Monday, April 4, 2016

Presence: David Wallace Haskin's Exhibit





"I have to show this to Sheldon." That was running through my mind the whole while I was walking through David Wallace Haskin's exhibit at the Elmhurst Art Museum. The exhibition was entirely installation pieces. But these weren't the kind of installation pieces where a random piece of trash has been nailed to the wall and you watch as every ten minutes the artist comes out of a hole in the ground and pours a glassful of his own excrement over it. I realize that example sounds extreme, but if you have recently visited your city's modern art gallery, you will know that it is not. These installation pieces require you to interact with them. You become a part of the piece. 






Each piece occupies its own room. One room is covered ceiling to floor in soft white fabric. In the centre of the small space is a white block for sitting. From the ceiling hangs a soft, glowing lamp. As you enter the room you hear tiny pops and snaps. You sit down on the block and realize that you are listening to the sound of rain coming from every side of the room. It is being inside a tent or lying in your bed listening to the rainfall on the roof.





In another piece called Time Mirror you walk toward a screen covering an entire wall. On the scree is a projection of footage of whoever just walked into the room, five seconds delayed. For instance if you stand in front of the screen and enact a slow-mo punch with a friend you will see that punch projected five seconds after it has happened. This piece makes you aware of what you look like to other people, because you can watch yourself. I took a nice long look at the back of my hair.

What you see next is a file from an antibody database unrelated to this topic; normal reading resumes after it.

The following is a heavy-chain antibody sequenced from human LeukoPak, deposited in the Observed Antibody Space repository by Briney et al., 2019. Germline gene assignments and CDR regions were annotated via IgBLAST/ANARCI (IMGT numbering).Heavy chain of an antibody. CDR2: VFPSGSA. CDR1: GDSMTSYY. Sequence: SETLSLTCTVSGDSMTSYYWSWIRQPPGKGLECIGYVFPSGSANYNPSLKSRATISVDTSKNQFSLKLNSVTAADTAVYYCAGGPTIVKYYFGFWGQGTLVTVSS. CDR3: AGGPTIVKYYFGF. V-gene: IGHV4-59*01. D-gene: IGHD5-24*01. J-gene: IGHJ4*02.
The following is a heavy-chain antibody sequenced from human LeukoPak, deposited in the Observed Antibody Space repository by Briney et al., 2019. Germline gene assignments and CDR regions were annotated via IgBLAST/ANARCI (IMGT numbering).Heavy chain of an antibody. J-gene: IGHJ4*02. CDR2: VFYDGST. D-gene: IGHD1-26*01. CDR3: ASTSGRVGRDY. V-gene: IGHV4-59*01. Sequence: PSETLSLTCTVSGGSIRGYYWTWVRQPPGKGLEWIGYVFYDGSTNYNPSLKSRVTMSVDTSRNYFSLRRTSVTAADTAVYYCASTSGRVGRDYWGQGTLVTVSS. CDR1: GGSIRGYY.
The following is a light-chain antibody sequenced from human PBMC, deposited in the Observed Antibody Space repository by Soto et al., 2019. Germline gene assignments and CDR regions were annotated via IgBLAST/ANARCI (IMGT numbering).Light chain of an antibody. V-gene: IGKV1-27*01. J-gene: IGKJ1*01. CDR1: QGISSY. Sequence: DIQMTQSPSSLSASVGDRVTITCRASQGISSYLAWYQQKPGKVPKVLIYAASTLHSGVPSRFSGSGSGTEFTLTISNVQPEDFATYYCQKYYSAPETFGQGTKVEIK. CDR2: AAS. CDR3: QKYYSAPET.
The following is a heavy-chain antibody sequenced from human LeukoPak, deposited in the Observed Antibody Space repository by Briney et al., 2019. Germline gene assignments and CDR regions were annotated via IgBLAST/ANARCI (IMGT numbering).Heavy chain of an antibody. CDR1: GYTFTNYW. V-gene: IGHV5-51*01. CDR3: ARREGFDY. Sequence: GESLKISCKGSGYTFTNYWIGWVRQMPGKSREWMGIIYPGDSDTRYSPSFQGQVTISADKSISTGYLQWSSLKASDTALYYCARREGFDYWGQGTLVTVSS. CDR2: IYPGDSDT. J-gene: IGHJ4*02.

The final piece is called Skycube. It is a giant steel box with a square hole in the side. In the center of the cube a giant mirror is angled to capture the sky. When you sit in front of the cube you can stare at the sky as you would stare at a painting or television. 






I haven't described all of the pieces, because some of them you need to actually be there in order to experience fully. But each of them has the effect of making you see the world with new eyes. In the first you are engulfed in sound. Simple rain splatters become music. Your perception of yourself is challenged in Time Mirror, because you start to see yourself as other. Skycube makes you look at the sky as you would look at art. 

The artist himself talked to my class during our visit and he said that he wanted to cause those who experience the installations to revert to a feeling of childlike curiosity. He wants to flip your perception inside out so that you can experience the world with fresh eyes. He quoted a man named Paul Something-Or-Other who said that in order to truly see something you must forget the word for it. Haskins asks us to forego language and become united with our sense of wonder. 

Please go and see this exhibit if you can. If you cannot, visit his website here.




1 comment:

  1. This sounds like an awesome exhibit and I wish I could go. Thanks for describing some of it for me so I could imagine it.

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